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Regret ... And Other Things That Compound (Newsletter 012)

The power of compounding applies to our thoughts as much as it does to our actions.
Regret ... And Other Things That Compound (Newsletter 012)

Greetings friends.

Many of you will know about the power of compound interest. Albert Einstein supposedly called it the "eighth wonder of the world" and Warren Buffet said "My life has been a product of compound interest." (See here for a sampling of people commenting on the awesome impact of compounding.)

I've already referred to compounding for you in articles describing how to get rich. If you were reading carefully, then you understood that although you can use compounding to achieve financial wealth, that will not necessarily bring you happiness. See Moral Letter 017 On Wealth and How Not To Get Rich (Newsletter 009).

If you want to be successful in life, one of the most important things you can learn is that you are largely a creation of habits. Whether you succeed in your endeavors, feel happy with your life, and become physically and mentally healthy - all these things are driven by habits. Or as Raj on the sitcom The Big Bang Theory puts it when asking a girlfriend for honest feedback: "... except for anything I say, or do, or am. Those are my triggers." Replace triggers with habits, and you grasp the importance of habits.

Without our consciously realizing it, little things we do become things that we regularly do. And things we regularly do compound over time. It is not just financial decisions that compound. If you look, you will find compounding in these areas of your life as well:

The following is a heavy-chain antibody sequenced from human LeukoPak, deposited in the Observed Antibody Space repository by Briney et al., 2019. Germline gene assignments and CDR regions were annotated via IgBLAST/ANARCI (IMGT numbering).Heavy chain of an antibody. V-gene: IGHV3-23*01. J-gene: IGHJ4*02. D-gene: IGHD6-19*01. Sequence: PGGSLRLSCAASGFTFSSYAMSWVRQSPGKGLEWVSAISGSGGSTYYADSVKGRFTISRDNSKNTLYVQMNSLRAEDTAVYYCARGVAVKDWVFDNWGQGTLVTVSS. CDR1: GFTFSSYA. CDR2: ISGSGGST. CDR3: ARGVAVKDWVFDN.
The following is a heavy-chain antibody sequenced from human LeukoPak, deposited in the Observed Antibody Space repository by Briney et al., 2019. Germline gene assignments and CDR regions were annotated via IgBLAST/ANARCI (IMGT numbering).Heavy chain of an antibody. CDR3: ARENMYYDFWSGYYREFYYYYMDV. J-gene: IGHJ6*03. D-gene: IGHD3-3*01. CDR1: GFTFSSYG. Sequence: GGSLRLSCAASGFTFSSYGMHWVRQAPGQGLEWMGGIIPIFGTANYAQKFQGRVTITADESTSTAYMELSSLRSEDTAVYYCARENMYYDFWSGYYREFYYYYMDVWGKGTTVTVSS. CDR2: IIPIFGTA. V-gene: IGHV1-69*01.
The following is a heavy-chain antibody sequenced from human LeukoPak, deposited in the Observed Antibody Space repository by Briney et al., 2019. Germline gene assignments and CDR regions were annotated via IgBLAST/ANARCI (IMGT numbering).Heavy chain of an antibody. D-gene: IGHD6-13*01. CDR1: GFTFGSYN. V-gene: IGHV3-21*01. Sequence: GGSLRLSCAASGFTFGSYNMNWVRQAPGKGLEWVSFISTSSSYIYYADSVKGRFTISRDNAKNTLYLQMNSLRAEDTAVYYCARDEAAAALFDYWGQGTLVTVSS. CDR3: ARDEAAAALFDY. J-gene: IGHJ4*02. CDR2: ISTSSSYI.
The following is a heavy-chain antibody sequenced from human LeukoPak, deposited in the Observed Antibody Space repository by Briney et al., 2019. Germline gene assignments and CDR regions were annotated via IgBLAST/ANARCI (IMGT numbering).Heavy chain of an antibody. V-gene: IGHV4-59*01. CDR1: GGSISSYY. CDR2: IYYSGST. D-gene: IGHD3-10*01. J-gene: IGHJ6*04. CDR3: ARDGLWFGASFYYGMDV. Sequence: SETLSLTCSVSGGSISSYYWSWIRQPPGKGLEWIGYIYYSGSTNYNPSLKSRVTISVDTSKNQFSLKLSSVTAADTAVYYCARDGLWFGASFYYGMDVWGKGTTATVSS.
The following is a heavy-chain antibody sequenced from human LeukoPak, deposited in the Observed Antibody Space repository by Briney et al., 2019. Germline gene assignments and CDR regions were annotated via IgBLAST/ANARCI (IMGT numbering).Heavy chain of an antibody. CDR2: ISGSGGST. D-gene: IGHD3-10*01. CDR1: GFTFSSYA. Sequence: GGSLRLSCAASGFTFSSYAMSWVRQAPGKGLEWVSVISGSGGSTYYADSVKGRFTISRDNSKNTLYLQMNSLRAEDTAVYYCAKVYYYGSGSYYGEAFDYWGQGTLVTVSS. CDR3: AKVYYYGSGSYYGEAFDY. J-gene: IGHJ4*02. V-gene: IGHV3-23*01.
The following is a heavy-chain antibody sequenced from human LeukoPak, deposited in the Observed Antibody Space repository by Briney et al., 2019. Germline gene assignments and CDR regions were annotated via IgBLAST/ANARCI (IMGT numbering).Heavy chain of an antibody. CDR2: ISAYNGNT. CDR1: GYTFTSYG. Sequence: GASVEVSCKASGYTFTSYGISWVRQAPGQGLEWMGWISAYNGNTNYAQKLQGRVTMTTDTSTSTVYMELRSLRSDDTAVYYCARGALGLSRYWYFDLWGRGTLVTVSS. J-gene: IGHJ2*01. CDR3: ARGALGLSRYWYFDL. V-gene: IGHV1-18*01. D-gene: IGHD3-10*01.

• Small decisions you make each day about how you approach your work will impact the course of your career. Do you make a conscious choice to do your level best each day, no matter what you're doing? Or do you resent doing less exciting or less important work because you know you can do more?
  • Your routine daily interactions with those around you will determine the course of your relationships. Do you treat your friends and family as gifts, and cherish them? Or do you take them for granted, and sometimes vent your frustrations on them?
  • Anyone who has struggled to maintain their weight knows that it is small, daily decisions about what you eat that drive your long-term health. Similarly, if you've ever gotten on an exercise kick, you will have felt first-hand the wonderful reinforcement that comes from sticking with an exercise program and seeing the impact on your fitness.

The power of compounding applies to our thoughts as much as it does to our actions. If you dwell on your mistakes, and wallow in regret, you will become a bitter person. We all know someone who cannot let go of a past relationship or a missed opportunity. Does this make them fun to be around, even to themselves? Do you want to be a sad, angry person? When you are stuck in the past, that means you are not living in the present.